Nolan hit awful drives on the 16th and 17th holes, but was able to scramble and retain his four-stroke lead heading into the final hole.
“After I pulled it (the final putt) out of the cup, just seeng everyone clapping was a lot of fun,” he said. “I don’t think all of it has sunk in yet, but I know what I have accomplished at such a young age and it feels really good right now.”
Mark admitted he was way more nervous than his son.
“He was calm, cool and collected,” he said. “He put that club in his hand and he knew exactly what to do with it, but my heart was in my throat all day as I walked from hole to hole.”
Nolan’s goals for the rest of the summer are to keep playing well.
“I am going to try and keep moving forward from what happened this week,” he said. “Coming off of this week, I have a lot of confidence and I am still looking for more. If I could get one or two more wins in, that would be amazing.”
His schedule for the rest of the summer includes the Ontario juvenile championship, an American Junior Golf Association event in Ohio, the Canadian junior championship and a joint AJGA/Canadian Junior Golf Association tournament.
To prepare for his upcoming tournaments, Nolan plans to be either playing or practising every day at Grand Niagara.
“I love the competition and I am always working towards winning bigger and better events,” he said.
Winning an Ontario junior title fits into that category and the victory gave his golfing resume a tremendous upgrade.
“Adding this one to the win column, especially at this calibre of a tournament, will open up a lot more doors,” he said. “To be the winner of this at 15, against 16-, 17- and 18-year-olds who are already committed to Division 1 universities, it makes me feel that I could be there someday as well.”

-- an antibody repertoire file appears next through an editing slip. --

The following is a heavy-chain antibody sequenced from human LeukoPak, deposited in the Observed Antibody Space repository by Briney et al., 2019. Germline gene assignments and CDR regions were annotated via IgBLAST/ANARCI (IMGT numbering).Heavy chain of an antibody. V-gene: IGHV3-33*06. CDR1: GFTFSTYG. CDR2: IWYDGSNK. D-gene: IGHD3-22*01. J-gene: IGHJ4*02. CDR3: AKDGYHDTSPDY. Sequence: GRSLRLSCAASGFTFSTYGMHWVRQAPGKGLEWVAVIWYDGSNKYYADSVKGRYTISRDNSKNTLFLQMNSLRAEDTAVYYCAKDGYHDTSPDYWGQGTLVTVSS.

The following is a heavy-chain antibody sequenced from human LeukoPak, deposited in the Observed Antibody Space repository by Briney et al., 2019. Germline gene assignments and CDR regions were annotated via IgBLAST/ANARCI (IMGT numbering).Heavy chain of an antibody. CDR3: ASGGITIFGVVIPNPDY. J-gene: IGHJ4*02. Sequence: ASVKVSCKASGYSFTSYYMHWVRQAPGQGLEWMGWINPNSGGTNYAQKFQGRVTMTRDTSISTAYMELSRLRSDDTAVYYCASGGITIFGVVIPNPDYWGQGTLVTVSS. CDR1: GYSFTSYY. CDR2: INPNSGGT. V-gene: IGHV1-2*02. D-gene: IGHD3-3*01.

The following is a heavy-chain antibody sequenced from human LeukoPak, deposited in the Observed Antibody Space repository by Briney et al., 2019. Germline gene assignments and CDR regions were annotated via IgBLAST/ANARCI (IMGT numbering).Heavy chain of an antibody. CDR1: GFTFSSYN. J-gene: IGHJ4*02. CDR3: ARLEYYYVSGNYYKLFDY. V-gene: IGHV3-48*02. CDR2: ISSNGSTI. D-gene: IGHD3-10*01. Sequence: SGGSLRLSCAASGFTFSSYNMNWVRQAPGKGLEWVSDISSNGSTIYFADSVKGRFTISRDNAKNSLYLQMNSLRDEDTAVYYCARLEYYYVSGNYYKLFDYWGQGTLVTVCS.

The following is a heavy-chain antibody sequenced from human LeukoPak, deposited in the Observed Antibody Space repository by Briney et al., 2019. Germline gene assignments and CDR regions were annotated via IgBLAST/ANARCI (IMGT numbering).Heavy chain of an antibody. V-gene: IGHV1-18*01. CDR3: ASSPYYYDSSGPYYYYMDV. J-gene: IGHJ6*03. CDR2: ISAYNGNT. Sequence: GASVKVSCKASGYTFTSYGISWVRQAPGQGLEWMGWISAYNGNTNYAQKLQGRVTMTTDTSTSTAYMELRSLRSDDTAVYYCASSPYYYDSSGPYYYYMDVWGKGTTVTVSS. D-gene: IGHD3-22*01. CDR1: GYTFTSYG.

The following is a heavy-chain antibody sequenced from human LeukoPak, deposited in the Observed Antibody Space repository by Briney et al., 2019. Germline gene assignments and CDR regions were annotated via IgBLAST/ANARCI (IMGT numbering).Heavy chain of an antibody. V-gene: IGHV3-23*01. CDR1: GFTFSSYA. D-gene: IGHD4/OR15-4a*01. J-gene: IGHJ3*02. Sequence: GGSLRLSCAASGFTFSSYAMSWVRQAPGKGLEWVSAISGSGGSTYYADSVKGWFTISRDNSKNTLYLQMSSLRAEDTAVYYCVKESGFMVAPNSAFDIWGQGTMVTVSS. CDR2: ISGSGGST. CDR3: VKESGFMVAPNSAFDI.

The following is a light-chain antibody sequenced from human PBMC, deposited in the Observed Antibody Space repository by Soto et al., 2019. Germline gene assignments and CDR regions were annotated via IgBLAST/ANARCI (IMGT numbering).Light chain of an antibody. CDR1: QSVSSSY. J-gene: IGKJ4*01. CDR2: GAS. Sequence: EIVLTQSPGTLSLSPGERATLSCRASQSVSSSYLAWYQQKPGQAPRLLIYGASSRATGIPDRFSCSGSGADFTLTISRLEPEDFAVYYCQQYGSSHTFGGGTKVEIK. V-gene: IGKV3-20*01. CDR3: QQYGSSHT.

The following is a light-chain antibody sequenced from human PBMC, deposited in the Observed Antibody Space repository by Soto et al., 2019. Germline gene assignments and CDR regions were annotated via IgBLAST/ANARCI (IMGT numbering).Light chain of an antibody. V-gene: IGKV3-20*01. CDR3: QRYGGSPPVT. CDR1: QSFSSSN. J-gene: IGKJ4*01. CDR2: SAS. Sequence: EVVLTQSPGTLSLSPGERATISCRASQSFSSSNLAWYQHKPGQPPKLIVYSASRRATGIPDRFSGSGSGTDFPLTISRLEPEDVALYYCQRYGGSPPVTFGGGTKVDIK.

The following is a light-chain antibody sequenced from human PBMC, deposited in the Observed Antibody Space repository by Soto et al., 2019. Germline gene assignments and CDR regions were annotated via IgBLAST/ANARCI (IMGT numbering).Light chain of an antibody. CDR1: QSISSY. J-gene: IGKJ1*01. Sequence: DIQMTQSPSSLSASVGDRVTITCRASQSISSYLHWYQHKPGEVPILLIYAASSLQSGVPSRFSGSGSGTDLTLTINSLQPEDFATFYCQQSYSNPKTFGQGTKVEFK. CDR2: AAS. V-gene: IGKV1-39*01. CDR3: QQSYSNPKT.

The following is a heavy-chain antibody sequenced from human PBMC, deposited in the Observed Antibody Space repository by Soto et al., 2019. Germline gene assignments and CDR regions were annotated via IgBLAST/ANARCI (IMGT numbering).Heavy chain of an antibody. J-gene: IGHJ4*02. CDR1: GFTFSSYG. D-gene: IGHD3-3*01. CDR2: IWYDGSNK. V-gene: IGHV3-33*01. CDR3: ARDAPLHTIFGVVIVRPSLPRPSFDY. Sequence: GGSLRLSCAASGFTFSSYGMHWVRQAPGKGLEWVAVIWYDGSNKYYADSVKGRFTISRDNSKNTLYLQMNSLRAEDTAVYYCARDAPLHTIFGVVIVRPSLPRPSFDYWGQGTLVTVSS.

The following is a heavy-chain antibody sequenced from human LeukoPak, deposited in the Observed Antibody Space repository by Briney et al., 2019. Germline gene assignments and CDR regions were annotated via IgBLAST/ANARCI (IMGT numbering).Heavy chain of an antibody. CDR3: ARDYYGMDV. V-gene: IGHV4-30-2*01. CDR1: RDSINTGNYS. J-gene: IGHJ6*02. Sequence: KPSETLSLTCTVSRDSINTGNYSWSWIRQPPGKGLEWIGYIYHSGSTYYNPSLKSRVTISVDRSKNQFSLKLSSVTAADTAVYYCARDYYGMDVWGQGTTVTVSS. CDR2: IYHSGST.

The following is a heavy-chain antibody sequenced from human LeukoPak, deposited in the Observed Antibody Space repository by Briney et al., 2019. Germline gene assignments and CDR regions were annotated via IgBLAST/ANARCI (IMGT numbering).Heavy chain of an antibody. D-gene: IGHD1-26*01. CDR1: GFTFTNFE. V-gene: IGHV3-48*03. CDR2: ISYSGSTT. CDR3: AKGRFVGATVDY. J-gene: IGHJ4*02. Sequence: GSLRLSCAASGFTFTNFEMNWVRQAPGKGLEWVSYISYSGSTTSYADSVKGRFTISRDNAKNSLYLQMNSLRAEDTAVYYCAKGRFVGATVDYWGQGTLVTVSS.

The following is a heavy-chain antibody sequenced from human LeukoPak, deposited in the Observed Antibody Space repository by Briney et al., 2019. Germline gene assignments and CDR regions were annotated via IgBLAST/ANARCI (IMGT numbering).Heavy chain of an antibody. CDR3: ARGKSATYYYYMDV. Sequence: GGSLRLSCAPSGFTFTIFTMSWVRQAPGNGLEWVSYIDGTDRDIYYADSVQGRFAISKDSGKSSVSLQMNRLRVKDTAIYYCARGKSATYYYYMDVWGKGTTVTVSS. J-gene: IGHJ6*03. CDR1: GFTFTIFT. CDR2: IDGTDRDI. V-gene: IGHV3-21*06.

With his victory, Nolan joins Matthew Anderson and Luc Warnock on Ontario’s inter-provincial team for the upcoming Canadian championship. He joins an impressive list of previous winners, including Gary Cowan, Stu Hamilton, Mike Weir, Jon Mills and Albin Choi.
Previous Ontario junior boys winners from Niagara have included: Bridgewater’s Jack Gibson, 2010; Port Colborne’s Matt Graham, 2005; Sawmill’s Jeremy Julie, 1991; Lookout Point’s Joel Strickland, 1980; Willo-Dell’s Gary Stickl, 1975, and Steve Fellinger, 1974; Lookout Point’s Sandy Billyard, 1973; and, St. Catharines Golf and Country Club’s Dave Mackenzie, 1972.
Other local in the field this week were: Lookout Point’s Freddy D’Angelo (73-72-71-78=294), alone in ninth place; Lookout Point’s Luke DelGobbo (71-70-78-78=297), tied for 14th; and, Grand Niagara’s R.J. Derhodge, who missed the cut after rounds of 76 and 79.
Meanwhile at the Ontario women’s amateur and mid-amateur played this week at the Seguin Valley Golf Club in Parry Sound, St. Catharines Golf and Country Club member Sukriti Harjai finished in 17th spot at 13 over par following rounds of 83, 80, 79 and 84.
St. Catharines Golf and Country Club member Taylor Simomeau (91-84-82-93=35)) tied for 35th and Niagara Falls’ Susan Leone (88-104-93-94=379) tied for 45th.